Linux Mint 12 KDE is the latest update to the line of Linux Mint editions that are based on Ubuntu Desktop and use the K Desktop Environment. It is actually the first release of the KDE edition in a very long time. The last release before this one was Linux Mint 10 KDE, which was released in February 2011. (See Linux Mint 10 KDE review.)
So we moved from Linux Mint 10 KDE to Linux Mint 12 KDE because Linux Mint 11 KDE did not make it out of the developer’s box.
Being based on Ubuntu Desktop, Linux Mint shares many of that distribution’s features. Other than changes in software and kernel versions, there are very few new features in this release, so rather than go through the usual review drill, I will concentrate purely on usage experience.
But not before making a brief stop at the installer. Nothing new there, but if you have never used this distribution or Ubuntu before, the installer is short on features, though the installation process is pretty straightforward. Just point and click a few times, and before you know it, you have yourself a brand new installation of a very popular Linux distribution. This is not a distribution you would want to use if you wish to set up a system with disk encryption and LVM, the Linux Logical Volume Manager, as the installer does not have support for them. It has an automated disk partitioning option, with an advanced partitioning tool for when you want to partition the target hard drive manually. The screen shot below shows the advanced partitioning tool.
Desktop and Usage: KDE 4.7.4, which was released in early December 2011, is the version of the K Desktop Environment that ships with Linux Mint 12 KDE. The latest version of KDE available for download is KDE 4.8, released January 25 this year. A screen shot of the default desktop is shown below. While there are several menu styles for KDE, the default on Linux Mint 12 KDE is the Kickoff menu, which just happens to be the default on the vast majority of distributions that use KDE.
This screen shot shows the KDE Plasma Netbook interface, originally designed for computers with small screens, but works just as well on larger screen sizes. KDE Plasma Netbook interface is really fun to use and was my favorite desktop interface until I came across the Takeoff Launcher, Stackfolder and Quick Access. Those three widgets make the default desktop a lot more fun to use, and so I have abandoned the Plasma Netbook interface. Nothing against it, just that the combination of Takeoff Launcher and Stackfolder, or Takeoff Launcher and Quick Access provided a slightly better usage experience. You might want to read How to compile and install Takeoff Launcher on Linux Mint 12 KDE and 1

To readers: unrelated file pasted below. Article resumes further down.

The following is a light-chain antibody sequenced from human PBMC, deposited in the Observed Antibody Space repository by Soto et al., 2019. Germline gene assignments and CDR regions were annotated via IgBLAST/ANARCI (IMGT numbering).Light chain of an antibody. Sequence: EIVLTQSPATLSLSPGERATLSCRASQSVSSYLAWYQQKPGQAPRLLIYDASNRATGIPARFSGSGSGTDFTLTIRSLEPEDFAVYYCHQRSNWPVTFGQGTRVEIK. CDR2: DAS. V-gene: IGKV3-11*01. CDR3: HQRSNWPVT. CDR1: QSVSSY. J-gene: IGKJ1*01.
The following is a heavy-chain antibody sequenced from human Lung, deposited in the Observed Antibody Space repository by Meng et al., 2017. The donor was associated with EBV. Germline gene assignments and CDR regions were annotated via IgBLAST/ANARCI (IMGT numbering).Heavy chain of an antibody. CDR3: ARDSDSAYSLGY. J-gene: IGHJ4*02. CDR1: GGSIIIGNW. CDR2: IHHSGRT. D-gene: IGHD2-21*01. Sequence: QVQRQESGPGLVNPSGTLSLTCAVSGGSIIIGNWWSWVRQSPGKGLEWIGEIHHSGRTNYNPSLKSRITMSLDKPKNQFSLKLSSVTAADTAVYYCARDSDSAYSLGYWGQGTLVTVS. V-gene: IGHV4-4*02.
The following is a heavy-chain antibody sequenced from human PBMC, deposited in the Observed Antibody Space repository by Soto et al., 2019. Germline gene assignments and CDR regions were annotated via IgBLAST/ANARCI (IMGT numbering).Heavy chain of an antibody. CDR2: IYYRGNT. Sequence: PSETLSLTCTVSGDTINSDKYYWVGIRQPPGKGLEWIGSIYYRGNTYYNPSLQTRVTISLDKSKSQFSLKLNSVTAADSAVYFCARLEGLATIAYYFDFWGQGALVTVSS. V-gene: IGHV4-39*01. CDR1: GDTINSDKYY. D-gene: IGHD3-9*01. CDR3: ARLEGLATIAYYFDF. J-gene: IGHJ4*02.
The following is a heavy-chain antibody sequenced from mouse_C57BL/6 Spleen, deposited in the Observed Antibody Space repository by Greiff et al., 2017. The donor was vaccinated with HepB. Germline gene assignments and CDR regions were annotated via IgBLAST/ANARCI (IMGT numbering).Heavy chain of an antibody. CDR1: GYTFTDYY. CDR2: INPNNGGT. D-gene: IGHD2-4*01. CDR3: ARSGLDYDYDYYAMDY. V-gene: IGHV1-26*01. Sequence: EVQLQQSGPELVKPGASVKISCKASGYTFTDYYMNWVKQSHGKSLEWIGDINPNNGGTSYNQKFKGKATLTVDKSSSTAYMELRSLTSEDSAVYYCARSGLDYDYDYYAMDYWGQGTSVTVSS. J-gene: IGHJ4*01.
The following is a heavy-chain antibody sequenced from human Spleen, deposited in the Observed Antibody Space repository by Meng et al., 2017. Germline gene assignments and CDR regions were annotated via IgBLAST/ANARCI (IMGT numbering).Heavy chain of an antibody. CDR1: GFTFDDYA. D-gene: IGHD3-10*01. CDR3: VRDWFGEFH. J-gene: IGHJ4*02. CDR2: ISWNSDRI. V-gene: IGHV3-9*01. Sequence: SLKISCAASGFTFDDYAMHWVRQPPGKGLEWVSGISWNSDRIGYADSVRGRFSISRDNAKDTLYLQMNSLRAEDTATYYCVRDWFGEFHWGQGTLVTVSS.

Install Quick Access on Linux Mint 12 KDE or any KDE installation.
Printer Management: Any printer with a compatible entry in the printer driver database is automatically configured when connected to a PC running Linux Mint 12 KDE. That has always been one of the better features of all versions of Linux Mint. And that is exactly what is expected of any modern desktop operating system.
Digital Cameras: These are every where these days and with the way things are progressing, the next toaster you buy could have one built in. Heck, it might even have one capable of taking 3D shots. In any case, connect a digital camera to a system running this distribution, and the notification applet gives you the three options shown in this image. For managing digital photos and images, digiKam seems to be better than Gwenview. The interesting aspect to device notification on Linux Mint 12 KDE is that the same options shown in this image, are also the same you are offered if a USB drive is attached to the system.
Play Back of Encrypted Video DVD: When a video DVD is detected, two options, besides those associated with digital camera notification, is seen in the device notifier. One of those additional options is VLC, and because libdvdcss is installed after applying available updates, you can play any encrypted video DVD that you have access to. Libdvdcss “is a simple library designed for accessing DVDs like a block device without having to bother about the decryption.”
Software Manager: The computer I used to test this release is powered by an Intel Atom processor. It is a small but very nice touch screen all-in-one system I use to test many of the distributions reviewed on this website. While the installation of the distribution went without a hitch and the system ran just fine, the Software Manager was a different story. It failed to start the first time I tried, and when it did start, it crashed almost immediately, without generating an error message. On a different installation in a virtual environment using Virtualbox, Software Manager worked just fine, and has so far not crashed.
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